Thursday, February 25, 2010

Riggleman's Half-Regrets on Kerry Wood

With Stephen Strasburg's emergence as the best pitching prospect in a generation, a number of people have been asking Jim Riggleman lately about what went wrong with the last best pitching prospect in a generation: Kerry Wood. Chico Harlan did a piece on it this week, and Kerry Wood commented on it earlier today.

Now, I'm glad to hear Riggleman say he wouldn't work Wood the way he did in 1998. For Strasburg's sake, I sure hope not.

The thing that still annoys me about Riggleman's statements on Wood (and I've now at least three times heard him in person give more or less the same answer verbatim that he gave Chico) is that he still can't quite bring himself to just say he was wrong and leave it at that.

Every time, he says that although he would have done it differently if he'd been clairvoyant and known what was going to happen, that a) "we were in a pennant race," b) he "probably would have gotten hurt anyway," and c) "At the time that we had Kerry, my recollection of any criticism I had was 'Why did you take him out of the game?' After the fact it's 'Well, you pitched him too much.' "

Now, if you really think you screwed up, you'd just say, "look, I screwed up, I take the blame, and I should have made different decisions. But it's that last one that really gets my goat, because I was in Chicago at the time and I remember personally worrying about the phenom's workload, not to mention the concerns raised in the press.

There aren't many news sites with archives that deep, but Baseball Prospectus does. Here's Rany Jazayerli on July 24, 1998:
Please, Mr. Riggleman, please... unlike Leyland and Francona, Jim Riggleman hasn't picked on any one pitcher, spreading the [pitcher abuse] around. But when your staff leader is 21 and has the most promising arm of the decade, it's not enough to be cautious - you have to be downright paranoid. Riggleman hasn't let Kerry Wood crack 130 yet, but he's thrown 128 once, 122 four times, and 121 once. Rule of thumb, Jim: don't let Wood start the 7th unless his pitch count is still in double digits.
So Jim, how about if we cut out the stuff about how no one raised these concerns at the time?

9 comments:

Hendo said...

If Riggleman did anything wrong it was either (a) agreeing to manage the Cubs in the first place or (b) agreeing to do so in 1998.

The Cubs have never had to worry much about building a real prospect base because they've always had guys like Wood, Mark Prior, Felix Pie, Jeff Samardzija, etc., on whom to hang ridiculously inflated hopes. Granted, in Wood's case Riggleman was the agent of those hopes and deserves to be called out for the results. But he was not acting in a vacuum, and his remarks provide context.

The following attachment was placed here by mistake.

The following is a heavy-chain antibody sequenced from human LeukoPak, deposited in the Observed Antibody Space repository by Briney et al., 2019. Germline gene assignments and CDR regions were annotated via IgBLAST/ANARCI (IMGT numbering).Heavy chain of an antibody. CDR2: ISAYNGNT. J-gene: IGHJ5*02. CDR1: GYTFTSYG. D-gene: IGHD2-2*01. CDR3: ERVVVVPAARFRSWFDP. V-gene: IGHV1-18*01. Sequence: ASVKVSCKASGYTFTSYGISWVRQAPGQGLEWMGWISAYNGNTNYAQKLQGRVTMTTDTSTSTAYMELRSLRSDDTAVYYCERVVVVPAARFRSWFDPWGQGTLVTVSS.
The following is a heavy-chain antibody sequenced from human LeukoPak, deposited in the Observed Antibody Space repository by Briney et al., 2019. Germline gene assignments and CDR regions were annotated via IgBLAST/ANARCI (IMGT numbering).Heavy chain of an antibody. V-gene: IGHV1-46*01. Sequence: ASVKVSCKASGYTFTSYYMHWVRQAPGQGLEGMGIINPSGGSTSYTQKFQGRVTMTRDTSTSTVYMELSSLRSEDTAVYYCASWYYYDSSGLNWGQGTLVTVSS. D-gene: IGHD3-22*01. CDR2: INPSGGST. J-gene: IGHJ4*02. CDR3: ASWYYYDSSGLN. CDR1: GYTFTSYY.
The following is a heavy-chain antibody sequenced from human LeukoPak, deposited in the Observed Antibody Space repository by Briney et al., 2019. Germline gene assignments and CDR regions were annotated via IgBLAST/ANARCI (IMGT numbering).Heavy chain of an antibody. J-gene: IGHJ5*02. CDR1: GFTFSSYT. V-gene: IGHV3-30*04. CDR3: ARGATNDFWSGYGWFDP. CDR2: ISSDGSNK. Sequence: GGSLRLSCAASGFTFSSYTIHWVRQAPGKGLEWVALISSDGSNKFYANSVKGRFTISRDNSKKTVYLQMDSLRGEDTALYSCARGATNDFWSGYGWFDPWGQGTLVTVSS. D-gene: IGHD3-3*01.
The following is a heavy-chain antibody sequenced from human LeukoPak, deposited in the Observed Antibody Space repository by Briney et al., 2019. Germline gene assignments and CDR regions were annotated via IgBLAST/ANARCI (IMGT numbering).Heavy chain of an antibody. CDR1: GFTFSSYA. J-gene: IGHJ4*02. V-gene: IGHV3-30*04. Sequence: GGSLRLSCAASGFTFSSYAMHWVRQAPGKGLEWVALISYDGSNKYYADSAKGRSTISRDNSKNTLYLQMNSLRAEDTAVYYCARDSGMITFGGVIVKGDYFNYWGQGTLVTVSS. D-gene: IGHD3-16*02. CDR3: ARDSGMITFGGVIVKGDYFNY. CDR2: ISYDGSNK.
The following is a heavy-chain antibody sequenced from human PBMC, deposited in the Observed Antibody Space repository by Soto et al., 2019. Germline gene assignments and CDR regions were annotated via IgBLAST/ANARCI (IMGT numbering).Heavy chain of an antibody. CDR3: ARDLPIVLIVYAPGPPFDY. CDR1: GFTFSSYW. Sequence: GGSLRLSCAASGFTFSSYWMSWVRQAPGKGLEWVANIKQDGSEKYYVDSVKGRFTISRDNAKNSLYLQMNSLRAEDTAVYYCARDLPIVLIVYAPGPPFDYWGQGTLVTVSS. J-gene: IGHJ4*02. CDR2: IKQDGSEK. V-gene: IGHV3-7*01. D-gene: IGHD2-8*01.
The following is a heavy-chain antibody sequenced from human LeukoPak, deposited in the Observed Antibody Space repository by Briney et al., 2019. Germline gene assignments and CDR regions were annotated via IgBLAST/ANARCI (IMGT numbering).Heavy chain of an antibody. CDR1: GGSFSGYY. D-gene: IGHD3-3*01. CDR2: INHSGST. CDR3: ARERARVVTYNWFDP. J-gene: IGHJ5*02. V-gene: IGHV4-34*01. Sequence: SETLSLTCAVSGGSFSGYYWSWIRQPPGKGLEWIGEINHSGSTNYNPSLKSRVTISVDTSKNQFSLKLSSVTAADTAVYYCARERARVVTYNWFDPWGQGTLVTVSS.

And 1998 was not exactly the apogee of sabermetrics. Few in that bogus year much knew, or cared to know, anything beyond "chicks dig the long ball." The Jazayerlis were still getting smacked down pretty regularly by the Joe Morgans and the Murray Chasses.

I'm not sure what you have against Riggleman that makes you want to stifle him, but it's not enriching the discussion.

Section 222 said...

Don't know if you saw McCatty's comments about his own career in MZ's post a few days ago on Stammen. Sounds like he didn't learn much either about wearing out a young pitcher's arm (his own) and playing through injuries. Riggleman and McCatty sure don't seem like the ideal people to put in charge of Strasburg's development. Let's hope there's some adult supervision, of them, going on.

Steven said...

Hendo--I'm worried about Riggleman's pitcher handling because his track record is lousy, which I think is fair.

On the history, again the lame false excuses bug me, especially when Riggleman's sentence usually beings with, "I don't make any excuses, but... excuses 1, 2, and 3."

Your claim that it was the "era" is also not true. If this was the 70s, you'd be right. But there were NOT 20 year old pitchers being handled the way Riggleman handled Wood. And there were complaints.

So again, how about if he and his fans just say, "he made terrible decisions. he hopefully learned his lessons. no excuses. for realz."

Hendo said...

Although I did not use the word era (so kindly remove the quotes), the fact that it was 1998 did play a role. Surely you wouldn't argue that Head Owner Bud was a bit unhappy about Wood's 1998 overuse deflecting attention from baseball's recent labor and attendance woes, just as the juiced-up home run derby was providing a similar diversion to the gullible?

Steven said...

I don't follow. What's the connect between Bud Selig and Kerry Wood's pitch count?

Hendo said...

What's the connect between Bud Selig and Kerry Wood's pitch count?

That baseball was looking for star power to re-attract fans to the game, and that pointing at Wood's bright, shiny innings and K totals might have been a more pleasant exercise than dealing with structural imbalances and PEDs. (Or with the possible overuse of young pitchers.)

jack said...

Steven,

I have to agree with Hendo. People in the bb world who cared about abuse points in '98 were rare birds. Everyone knew Wood was being overworked, but he was so good and so much was riding on him that they did what they did. Wood is part of the reason the average fan doesn't freak when teams pull young starters now.

That said, Riggleman shouldn't be trusted. But he is going to be watched so closely he will have to err on the side of caution. I'd worry more about the other young kid, the reliever.

Steven said...

If Riggleman's treatment of Wood was such a mainstream, un-notable event, show me the evidence. Show me examples of other young pitchers who were ridden the way Riggleman rode Wood in 1998.

James Bjork said...

FYI- Rob Neyer at ESPN linked to this post in his Monday Mendozas. Enjoy your 15 minutes!!